Why social distancing is tough to implement
The first problem in implementing social distancing in India could be its population density itself.
New Delhi: The World Health Organization (WHO) has recommended social distancing as a preventive measure against the new coronavirus. Maintaining a distance of one metre from a coughing or sneezing person, the organisation says, will save a person from breathing in the virus. This is a particularly difficult measure to implement in India because of its dense population and poverty, an HT analysis shows.
The first problem in implementing social distancing in India could be its population density itself. India is not only the second most populated country (after China) but also among the most densely populated. Among the top ten most populous countries, India’s population density is behind only Bangladesh’s. About 455 people live within a square kilometre area in India compared to 1,240 in Bangladesh on average, according to data from the World Bank. China, where the Covid-19 outbreak originated, has a population density of only 148.
To be sure, the average population density doesn’t capture the fact that India’s population is concentrated in specific areas. For instance, according to the 2011 Census, India’s population density was 382. While population density in major states such as Delhi, Bihar, West Bengal, Kerala and Uttar Pradesh was over double that number, hilly states such as Uttarakhand, Himachal Pradesh, and the northeastern states (except Tripura and Assam) had less than half that density. (See Map)
These population density figures highlight how closely people might be living in some regions of India. If the density is high in an area, maintaining a distance of one metre in public might be more difficult. For example, the Gandhi Nagar subdistrict of Delhi (the most densely populated state in 2011), had a population density of 89,185 persons per square kilometre. This means that even if Gandhi Nagar was flat ground and no resident had any belongings, a person would have only a square of 3.4 metres available to them.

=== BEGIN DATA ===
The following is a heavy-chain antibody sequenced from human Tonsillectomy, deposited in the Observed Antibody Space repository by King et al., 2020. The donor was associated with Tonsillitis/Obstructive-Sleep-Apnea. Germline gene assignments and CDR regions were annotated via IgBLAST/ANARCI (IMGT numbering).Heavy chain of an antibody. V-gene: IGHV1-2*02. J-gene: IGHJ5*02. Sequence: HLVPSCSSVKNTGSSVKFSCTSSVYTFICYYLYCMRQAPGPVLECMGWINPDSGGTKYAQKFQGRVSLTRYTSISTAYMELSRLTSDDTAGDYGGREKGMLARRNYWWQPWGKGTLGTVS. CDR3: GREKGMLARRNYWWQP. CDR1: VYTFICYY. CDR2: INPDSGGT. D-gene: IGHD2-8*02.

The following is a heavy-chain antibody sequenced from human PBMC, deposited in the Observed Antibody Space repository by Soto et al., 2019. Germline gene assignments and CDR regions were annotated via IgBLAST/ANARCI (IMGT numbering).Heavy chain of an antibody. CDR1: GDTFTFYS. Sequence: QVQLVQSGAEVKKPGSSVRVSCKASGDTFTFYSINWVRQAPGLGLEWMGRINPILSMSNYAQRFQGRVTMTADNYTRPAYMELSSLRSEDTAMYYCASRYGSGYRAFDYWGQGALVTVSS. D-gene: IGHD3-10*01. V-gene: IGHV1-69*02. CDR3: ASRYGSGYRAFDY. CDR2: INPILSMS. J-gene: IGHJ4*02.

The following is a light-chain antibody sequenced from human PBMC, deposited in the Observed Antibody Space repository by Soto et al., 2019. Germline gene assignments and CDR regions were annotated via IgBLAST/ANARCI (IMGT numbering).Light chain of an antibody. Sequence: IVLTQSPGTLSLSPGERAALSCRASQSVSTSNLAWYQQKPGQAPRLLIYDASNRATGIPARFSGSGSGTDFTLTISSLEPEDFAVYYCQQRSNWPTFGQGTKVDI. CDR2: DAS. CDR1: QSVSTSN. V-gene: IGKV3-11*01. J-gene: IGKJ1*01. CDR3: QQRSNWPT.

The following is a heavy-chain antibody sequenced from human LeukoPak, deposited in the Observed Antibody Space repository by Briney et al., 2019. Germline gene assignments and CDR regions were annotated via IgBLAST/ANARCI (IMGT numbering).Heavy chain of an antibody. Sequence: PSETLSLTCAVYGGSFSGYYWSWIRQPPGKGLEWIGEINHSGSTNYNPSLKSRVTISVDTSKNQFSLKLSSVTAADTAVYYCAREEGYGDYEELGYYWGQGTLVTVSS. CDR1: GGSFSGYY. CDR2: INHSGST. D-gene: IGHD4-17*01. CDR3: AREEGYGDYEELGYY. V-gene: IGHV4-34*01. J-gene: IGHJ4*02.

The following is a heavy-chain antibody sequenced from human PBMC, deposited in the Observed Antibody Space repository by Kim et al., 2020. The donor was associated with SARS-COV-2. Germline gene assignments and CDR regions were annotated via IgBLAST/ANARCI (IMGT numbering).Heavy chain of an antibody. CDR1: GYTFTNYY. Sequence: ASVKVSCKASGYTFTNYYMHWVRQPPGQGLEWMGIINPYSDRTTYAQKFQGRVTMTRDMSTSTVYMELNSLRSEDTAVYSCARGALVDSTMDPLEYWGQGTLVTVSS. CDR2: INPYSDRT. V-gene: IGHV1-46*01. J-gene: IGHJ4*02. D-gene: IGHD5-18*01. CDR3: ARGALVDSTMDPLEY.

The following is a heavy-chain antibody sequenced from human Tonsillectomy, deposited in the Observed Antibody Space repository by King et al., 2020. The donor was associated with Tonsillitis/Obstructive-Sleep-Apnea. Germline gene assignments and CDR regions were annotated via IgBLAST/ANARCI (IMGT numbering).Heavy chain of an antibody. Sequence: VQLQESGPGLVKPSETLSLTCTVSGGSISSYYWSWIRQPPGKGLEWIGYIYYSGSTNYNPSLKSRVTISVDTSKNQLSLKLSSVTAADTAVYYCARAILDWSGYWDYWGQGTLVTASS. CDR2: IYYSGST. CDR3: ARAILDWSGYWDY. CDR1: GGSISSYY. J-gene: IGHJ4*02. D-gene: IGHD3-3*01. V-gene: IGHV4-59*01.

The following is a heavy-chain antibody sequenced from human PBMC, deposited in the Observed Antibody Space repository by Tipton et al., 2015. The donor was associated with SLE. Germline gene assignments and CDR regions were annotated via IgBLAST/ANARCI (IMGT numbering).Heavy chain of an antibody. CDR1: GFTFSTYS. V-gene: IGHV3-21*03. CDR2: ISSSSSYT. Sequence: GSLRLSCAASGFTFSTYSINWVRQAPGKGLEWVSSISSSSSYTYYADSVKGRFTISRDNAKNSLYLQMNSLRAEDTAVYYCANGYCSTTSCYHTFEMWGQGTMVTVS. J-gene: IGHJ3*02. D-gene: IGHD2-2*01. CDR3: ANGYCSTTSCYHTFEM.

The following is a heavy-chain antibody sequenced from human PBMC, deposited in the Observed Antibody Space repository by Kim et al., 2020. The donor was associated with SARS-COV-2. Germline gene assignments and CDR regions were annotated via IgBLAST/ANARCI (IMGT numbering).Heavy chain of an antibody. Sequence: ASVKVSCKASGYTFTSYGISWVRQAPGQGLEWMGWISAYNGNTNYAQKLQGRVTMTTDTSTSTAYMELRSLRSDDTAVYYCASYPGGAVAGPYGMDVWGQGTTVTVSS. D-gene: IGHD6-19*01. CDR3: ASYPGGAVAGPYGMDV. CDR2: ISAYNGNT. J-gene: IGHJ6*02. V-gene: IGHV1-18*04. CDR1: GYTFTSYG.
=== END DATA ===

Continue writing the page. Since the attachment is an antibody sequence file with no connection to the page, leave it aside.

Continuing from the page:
In a developing country like India, travelling by public transport complicates maintaining social distance. For instance, according to railway statistics compiled by the Centre for Monitoring Indian Economy, most of the people travelling by railways do so by second-class, the cheapest and more crowded class of compartments. Among 10 million people who travelled by non-suburban railways in 2019-20, 84% travelled second class. Similar data for suburban railways, available till 2016-17, shows that more than 90% passengers travelled by second class.
Governments have, therefore, been right in shutting down schools, colleges, theatres, gyms and even nightclubs. This move, apart from limiting interaction in these spaces, also discourages movement outside the household. However, data from the National Family Health Survey (NFHS) conducted in 2015-16 shows that even if people do not go out for work, entertainment, or other reasons, it might not be easy to maintain distance from infected persons or those suspected of having the disease.
The NFHS survey, for example, asked respondents the number of rooms they had for sleeping. HT’s analysis of the data shows that a majority (58%) lived in households where at least one sleeping room would have to be used by more than two people and one-third lived in households where at least one sleeping room would have to be used by more than three people. If a person in such crowded households is suspected of having the disease, getting quarantined at home may not also be a safe option.
Further, a class-wise analysis shows that poorer households could be more affected by this problem. Among the people living in the poorest 20% households, 68% lived in households where at least one sleeping room would have to be used by more than two people. This figure is 40% among people living in the richest 20% households. (See chart)
Moreover, some households also share toilets and drinking water facilities. According to the NFHS survey, nearly half of India’s population (48%) lived in households that had their source of drinking water beyond the boundaries of their house. Among those who used a toilet facility back then (around 60% of the population), 15% of people lived in households that shared their toilet facility with other households. The exact share of such a population might have changed with a renewed focus on water and sanitation under the Narendra Modi government. However, with a population as large as that of India, even a small percentage of persons sharing toilets or drinking water facilities might translate into millions of people.